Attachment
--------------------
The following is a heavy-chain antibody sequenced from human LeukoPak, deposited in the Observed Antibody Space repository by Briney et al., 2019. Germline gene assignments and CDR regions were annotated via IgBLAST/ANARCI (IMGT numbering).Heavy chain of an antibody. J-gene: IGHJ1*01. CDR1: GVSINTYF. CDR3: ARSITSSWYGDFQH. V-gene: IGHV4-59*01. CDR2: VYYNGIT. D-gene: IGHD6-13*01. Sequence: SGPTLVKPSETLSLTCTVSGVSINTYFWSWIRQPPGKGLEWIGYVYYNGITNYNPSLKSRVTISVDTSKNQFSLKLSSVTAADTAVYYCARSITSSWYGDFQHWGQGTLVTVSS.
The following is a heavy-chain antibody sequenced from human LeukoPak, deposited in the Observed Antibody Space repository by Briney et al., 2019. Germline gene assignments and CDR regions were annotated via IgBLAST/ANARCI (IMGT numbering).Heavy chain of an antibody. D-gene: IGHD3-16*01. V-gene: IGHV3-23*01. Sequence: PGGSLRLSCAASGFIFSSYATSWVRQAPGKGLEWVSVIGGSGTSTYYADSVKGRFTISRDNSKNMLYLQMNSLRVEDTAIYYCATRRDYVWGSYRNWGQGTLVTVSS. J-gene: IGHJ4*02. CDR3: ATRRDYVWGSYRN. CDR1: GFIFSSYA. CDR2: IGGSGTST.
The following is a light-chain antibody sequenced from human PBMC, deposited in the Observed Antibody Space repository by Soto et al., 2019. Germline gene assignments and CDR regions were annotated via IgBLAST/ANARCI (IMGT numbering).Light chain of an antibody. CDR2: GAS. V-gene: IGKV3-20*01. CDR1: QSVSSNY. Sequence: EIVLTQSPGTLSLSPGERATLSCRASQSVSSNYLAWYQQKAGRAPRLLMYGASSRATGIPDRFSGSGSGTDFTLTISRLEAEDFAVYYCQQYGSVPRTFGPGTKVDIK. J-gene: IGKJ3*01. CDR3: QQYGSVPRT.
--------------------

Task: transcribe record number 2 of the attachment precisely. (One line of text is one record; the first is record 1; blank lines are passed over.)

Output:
The following is a heavy-chain antibody sequenced from human LeukoPak, deposited in the Observed Antibody Space repository by Briney et al., 2019. Germline gene assignments and CDR regions were annotated via IgBLAST/ANARCI (IMGT numbering).Heavy chain of an antibody. D-gene: IGHD3-16*01. V-gene: IGHV3-23*01. Sequence: PGGSLRLSCAASGFIFSSYATSWVRQAPGKGLEWVSVIGGSGTSTYYADSVKGRFTISRDNSKNMLYLQMNSLRVEDTAIYYCATRRDYVWGSYRNWGQGTLVTVSS. J-gene: IGHJ4*02. CDR3: ATRRDYVWGSYRN. CDR1: GFIFSSYA. CDR2: IGGSGTST.